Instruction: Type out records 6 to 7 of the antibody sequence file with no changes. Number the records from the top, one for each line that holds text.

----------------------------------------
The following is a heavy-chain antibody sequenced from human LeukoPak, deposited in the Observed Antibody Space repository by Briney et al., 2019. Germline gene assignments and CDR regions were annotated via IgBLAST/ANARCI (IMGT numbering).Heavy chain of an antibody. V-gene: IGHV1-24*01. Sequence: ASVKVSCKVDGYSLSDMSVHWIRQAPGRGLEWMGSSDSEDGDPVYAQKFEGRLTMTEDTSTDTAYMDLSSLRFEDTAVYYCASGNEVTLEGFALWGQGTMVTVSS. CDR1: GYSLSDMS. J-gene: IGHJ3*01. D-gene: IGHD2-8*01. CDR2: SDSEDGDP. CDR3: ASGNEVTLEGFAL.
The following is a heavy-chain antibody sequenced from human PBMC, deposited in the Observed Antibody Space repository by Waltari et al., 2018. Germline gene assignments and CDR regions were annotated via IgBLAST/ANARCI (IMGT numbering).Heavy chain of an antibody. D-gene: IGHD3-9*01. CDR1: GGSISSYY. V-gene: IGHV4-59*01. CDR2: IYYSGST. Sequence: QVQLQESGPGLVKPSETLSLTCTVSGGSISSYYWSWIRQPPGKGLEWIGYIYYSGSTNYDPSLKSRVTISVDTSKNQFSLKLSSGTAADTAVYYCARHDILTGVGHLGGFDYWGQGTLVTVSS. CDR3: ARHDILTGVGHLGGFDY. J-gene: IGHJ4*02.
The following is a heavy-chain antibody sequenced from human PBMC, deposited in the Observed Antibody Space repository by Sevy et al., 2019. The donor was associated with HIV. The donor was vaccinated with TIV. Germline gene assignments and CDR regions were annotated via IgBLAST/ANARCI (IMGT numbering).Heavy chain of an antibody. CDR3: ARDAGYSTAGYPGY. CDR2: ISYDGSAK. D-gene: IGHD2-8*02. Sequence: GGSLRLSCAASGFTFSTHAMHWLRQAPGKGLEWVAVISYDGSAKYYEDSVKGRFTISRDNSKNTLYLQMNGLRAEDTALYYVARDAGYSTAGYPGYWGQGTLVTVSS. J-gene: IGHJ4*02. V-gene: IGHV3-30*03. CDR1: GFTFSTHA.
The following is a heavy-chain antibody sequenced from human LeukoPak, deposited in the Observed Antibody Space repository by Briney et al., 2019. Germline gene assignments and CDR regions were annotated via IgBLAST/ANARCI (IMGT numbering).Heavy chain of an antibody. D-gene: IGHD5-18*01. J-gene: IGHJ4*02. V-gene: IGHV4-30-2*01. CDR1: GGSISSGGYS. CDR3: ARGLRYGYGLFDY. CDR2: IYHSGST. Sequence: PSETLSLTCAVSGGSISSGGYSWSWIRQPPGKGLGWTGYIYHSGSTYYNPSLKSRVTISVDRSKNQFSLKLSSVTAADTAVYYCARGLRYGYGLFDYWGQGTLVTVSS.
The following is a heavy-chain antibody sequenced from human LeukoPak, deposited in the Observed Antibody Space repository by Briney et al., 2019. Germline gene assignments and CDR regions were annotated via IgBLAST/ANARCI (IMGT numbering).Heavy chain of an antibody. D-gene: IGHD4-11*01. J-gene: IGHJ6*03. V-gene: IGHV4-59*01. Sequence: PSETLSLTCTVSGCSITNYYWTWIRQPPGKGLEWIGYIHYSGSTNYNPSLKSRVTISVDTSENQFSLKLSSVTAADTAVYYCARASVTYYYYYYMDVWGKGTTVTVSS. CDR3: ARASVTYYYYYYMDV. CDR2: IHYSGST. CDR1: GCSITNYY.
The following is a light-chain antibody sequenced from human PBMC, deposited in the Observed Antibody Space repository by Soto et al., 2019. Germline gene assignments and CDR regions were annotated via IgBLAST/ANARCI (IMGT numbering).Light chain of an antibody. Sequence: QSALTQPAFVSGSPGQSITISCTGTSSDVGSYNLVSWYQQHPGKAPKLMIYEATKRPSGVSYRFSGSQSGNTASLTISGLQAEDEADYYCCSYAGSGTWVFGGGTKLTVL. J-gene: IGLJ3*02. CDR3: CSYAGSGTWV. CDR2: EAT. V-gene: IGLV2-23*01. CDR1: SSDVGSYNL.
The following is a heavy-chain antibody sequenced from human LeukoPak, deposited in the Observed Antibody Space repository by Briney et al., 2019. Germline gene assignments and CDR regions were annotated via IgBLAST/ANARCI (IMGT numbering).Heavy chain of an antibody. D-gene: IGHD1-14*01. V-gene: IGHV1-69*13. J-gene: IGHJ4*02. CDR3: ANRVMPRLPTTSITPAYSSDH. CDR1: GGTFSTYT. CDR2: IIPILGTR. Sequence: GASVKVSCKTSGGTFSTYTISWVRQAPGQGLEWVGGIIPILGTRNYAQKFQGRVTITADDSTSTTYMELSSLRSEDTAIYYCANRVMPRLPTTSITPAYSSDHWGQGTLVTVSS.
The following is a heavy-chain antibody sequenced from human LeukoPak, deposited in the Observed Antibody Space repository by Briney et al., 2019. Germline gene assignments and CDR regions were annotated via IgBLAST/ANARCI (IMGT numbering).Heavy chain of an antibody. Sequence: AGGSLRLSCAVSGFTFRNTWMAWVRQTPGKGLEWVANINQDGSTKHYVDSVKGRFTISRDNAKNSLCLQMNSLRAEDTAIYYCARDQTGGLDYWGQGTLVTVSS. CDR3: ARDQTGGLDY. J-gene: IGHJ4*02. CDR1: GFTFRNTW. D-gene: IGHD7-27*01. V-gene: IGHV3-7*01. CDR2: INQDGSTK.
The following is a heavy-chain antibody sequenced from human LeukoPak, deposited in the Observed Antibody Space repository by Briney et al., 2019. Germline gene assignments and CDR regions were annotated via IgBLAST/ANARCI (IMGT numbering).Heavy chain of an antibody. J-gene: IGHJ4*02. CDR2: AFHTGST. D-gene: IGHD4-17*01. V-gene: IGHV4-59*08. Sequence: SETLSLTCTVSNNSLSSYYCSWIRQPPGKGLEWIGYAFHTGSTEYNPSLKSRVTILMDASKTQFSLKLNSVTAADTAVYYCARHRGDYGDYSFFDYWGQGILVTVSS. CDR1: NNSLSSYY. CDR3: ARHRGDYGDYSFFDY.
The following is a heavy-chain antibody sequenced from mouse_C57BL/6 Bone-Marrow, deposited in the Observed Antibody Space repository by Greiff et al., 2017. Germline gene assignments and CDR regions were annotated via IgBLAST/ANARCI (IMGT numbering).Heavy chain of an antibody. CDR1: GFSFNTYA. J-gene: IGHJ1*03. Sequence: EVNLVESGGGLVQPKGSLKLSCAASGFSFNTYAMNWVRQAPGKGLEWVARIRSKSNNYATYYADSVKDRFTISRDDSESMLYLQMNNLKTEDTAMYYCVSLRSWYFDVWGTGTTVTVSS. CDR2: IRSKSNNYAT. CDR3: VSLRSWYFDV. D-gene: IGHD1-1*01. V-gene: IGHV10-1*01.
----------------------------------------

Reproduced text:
The following is a light-chain antibody sequenced from human PBMC, deposited in the Observed Antibody Space repository by Soto et al., 2019. Germline gene assignments and CDR regions were annotated via IgBLAST/ANARCI (IMGT numbering).Light chain of an antibody. Sequence: QSALTQPAFVSGSPGQSITISCTGTSSDVGSYNLVSWYQQHPGKAPKLMIYEATKRPSGVSYRFSGSQSGNTASLTISGLQAEDEADYYCCSYAGSGTWVFGGGTKLTVL. J-gene: IGLJ3*02. CDR3: CSYAGSGTWV. CDR2: EAT. V-gene: IGLV2-23*01. CDR1: SSDVGSYNL.
The following is a heavy-chain antibody sequenced from human LeukoPak, deposited in the Observed Antibody Space repository by Briney et al., 2019. Germline gene assignments and CDR regions were annotated via IgBLAST/ANARCI (IMGT numbering).Heavy chain of an antibody. D-gene: IGHD1-14*01. V-gene: IGHV1-69*13. J-gene: IGHJ4*02. CDR3: ANRVMPRLPTTSITPAYSSDH. CDR1: GGTFSTYT. CDR2: IIPILGTR. Sequence: GASVKVSCKTSGGTFSTYTISWVRQAPGQGLEWVGGIIPILGTRNYAQKFQGRVTITADDSTSTTYMELSSLRSEDTAIYYCANRVMPRLPTTSITPAYSSDHWGQGTLVTVSS.